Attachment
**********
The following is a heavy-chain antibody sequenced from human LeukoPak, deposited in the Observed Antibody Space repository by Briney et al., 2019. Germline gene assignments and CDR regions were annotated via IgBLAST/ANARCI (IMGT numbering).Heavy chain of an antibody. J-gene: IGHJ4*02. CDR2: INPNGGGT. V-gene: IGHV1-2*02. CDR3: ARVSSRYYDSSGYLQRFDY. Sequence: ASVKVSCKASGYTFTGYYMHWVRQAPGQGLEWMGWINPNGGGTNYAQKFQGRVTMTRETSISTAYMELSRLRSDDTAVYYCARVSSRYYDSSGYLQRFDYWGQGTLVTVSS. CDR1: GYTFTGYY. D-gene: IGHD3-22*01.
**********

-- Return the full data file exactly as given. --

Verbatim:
The following is a heavy-chain antibody sequenced from human LeukoPak, deposited in the Observed Antibody Space repository by Briney et al., 2019. Germline gene assignments and CDR regions were annotated via IgBLAST/ANARCI (IMGT numbering).Heavy chain of an antibody. J-gene: IGHJ4*02. CDR2: INPNGGGT. V-gene: IGHV1-2*02. CDR3: ARVSSRYYDSSGYLQRFDY. Sequence: ASVKVSCKASGYTFTGYYMHWVRQAPGQGLEWMGWINPNGGGTNYAQKFQGRVTMTRETSISTAYMELSRLRSDDTAVYYCARVSSRYYDSSGYLQRFDYWGQGTLVTVSS. CDR1: GYTFTGYY. D-gene: IGHD3-22*01.